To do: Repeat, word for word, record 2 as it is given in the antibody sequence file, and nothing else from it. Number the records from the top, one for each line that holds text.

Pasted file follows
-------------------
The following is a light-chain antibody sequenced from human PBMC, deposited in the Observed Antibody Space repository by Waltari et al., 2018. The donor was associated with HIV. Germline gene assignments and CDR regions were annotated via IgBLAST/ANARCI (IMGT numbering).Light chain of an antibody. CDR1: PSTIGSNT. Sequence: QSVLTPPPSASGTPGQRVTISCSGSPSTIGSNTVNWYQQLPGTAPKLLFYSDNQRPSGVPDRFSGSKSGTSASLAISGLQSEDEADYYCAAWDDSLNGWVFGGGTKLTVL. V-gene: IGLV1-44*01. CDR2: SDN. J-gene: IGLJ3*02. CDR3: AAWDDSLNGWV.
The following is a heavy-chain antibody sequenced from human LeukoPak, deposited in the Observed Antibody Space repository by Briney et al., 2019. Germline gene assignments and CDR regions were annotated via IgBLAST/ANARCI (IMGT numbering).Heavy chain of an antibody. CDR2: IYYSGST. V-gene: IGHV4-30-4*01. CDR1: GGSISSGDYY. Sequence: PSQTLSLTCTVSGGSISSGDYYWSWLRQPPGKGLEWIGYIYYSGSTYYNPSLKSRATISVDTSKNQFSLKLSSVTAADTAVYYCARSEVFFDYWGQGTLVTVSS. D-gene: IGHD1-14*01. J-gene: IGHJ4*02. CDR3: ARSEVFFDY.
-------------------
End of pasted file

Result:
The following is a heavy-chain antibody sequenced from human LeukoPak, deposited in the Observed Antibody Space repository by Briney et al., 2019. Germline gene assignments and CDR regions were annotated via IgBLAST/ANARCI (IMGT numbering).Heavy chain of an antibody. CDR2: IYYSGST. V-gene: IGHV4-30-4*01. CDR1: GGSISSGDYY. Sequence: PSQTLSLTCTVSGGSISSGDYYWSWLRQPPGKGLEWIGYIYYSGSTYYNPSLKSRATISVDTSKNQFSLKLSSVTAADTAVYYCARSEVFFDYWGQGTLVTVSS. D-gene: IGHD1-14*01. J-gene: IGHJ4*02. CDR3: ARSEVFFDY.